David Serrano

The king of the musical gets ‘serious’

12/29/2021 · By Rafa Cervera
David Serrano
David Serrano in a promotional image of his latest work ‘The Pillowman’. © Javier Naval

Success has smiled on him since the beginning of his career - 'The other side of the bed' in 2002 and 'Días de fútbol' in 2003 made him one of the highest grossing creatives - but that did not prevent David Serrano from continuing to tackle artistic challenges, each one more complex and ambitious. In his latest works the great revitalizer of musical theater in Spain ('Hoy no me puedo levantar', 'Grease' or 'Billy Elliot'), changes gears and adapts a libretto by Martin McDonagh ('The Pillowman'), away from his fetish genres.

The irruption of David Serrano (Madrid, 1975) in the world of cinema was a big feat: as a screenwriter for The other side of the bed, whose reception Serrano still remembers. "I was at the Malaga Festival - he says - and Emilio Martínez Lázaro told me: enjoy it because this hardly ever happens." But what happened next was that Días de fútbol, his directorial debut, became the highest-grossing debut in Spanish cinema.

Then came the love of the theater, a passion that led him to sign musical librettos such as Hoy no me puedo levantar or Más de cien mentiras that, from Madrid's Gran Vía, that gave the genre a renovating shine. With The Pillowman he has once again achieved public success and for 2022 he plans to premiere a musical film based on songs by the Hombres G (Voy a pasármelo bien), and a new musical performed by children (Matilda).

Why did you choose to adapt a dystopian work like The Pillowman, so far removed from what you had been doing?
For me it is one of the best texts that have been written in the last 25 years, different from everything we are used to seeing - it mixes different styles and tones, and has fascinating characters. It is the story of an author who is arrested because her stories narrate a series of disappearances of children that have also happened in reality. Originally, that character was male, but the author, Martin McDonagh, gave us permission to make her female. It seemed more interesting to me that way, because in the piece the relationship that the writer maintains with her little brother is very important and it would be more special if she was a woman; more exciting, more maternal.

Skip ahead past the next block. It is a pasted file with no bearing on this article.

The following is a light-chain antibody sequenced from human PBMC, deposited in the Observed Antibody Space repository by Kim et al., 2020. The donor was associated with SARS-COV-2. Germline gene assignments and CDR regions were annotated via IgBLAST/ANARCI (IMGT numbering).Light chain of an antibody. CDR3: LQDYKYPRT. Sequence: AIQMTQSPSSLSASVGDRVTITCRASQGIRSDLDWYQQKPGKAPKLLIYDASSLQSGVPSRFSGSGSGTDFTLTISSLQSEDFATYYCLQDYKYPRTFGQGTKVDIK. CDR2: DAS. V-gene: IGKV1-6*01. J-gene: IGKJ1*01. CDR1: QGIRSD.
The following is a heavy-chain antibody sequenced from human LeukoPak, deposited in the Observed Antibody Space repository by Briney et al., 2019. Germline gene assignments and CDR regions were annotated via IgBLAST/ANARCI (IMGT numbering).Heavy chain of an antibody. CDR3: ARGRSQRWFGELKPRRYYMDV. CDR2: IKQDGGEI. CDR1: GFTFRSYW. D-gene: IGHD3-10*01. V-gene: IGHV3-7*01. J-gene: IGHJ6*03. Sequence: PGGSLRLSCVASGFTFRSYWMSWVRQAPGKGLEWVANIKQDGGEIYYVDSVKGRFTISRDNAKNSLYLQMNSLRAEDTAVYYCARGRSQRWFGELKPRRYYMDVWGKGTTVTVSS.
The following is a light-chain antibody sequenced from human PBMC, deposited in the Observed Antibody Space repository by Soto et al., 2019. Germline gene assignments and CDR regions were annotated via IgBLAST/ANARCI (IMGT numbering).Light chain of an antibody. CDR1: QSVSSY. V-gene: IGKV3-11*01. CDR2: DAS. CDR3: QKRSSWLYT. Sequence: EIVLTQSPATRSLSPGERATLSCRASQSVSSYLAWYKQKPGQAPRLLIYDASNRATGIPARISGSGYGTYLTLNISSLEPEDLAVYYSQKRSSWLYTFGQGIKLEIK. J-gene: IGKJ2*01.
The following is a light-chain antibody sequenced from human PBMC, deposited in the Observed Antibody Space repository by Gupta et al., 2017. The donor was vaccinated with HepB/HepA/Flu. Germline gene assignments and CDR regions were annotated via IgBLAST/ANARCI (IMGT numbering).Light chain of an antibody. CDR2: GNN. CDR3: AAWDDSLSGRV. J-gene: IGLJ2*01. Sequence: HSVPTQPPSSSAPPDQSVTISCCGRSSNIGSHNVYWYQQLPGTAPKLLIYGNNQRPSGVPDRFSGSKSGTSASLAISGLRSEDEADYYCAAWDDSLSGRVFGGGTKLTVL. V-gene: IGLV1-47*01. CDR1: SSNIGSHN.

My obsession was always the cinema, chance was what led me to work in theater

The leading role features Belén Cuesta, who has become a fundamental actress for you.
I generally work well with all the actors, and with Belén what happens to me is that she absolutely blows my mind with her talent. There may be a special chemistry, but I don't think it is just for me, I think the same thing happens to any director who works with her, probably because she has the same facility for drama as for comedy and that is something that is available to very few. We behold one of the great actresses of this country and she is going to be very important for our cinema and our theater.

How do you choose the texts when making theater?
I look for works that are far from my universe and that hook me from the first reading. The first impression I have when reading it is the one that counts, because that is what the viewer is going to have. I try to put myself in his shoes the moment when he gets comfortable in the armchair. If reading it doesn't hook me first, I won’t give it another chance.

Is it a matter of instinct?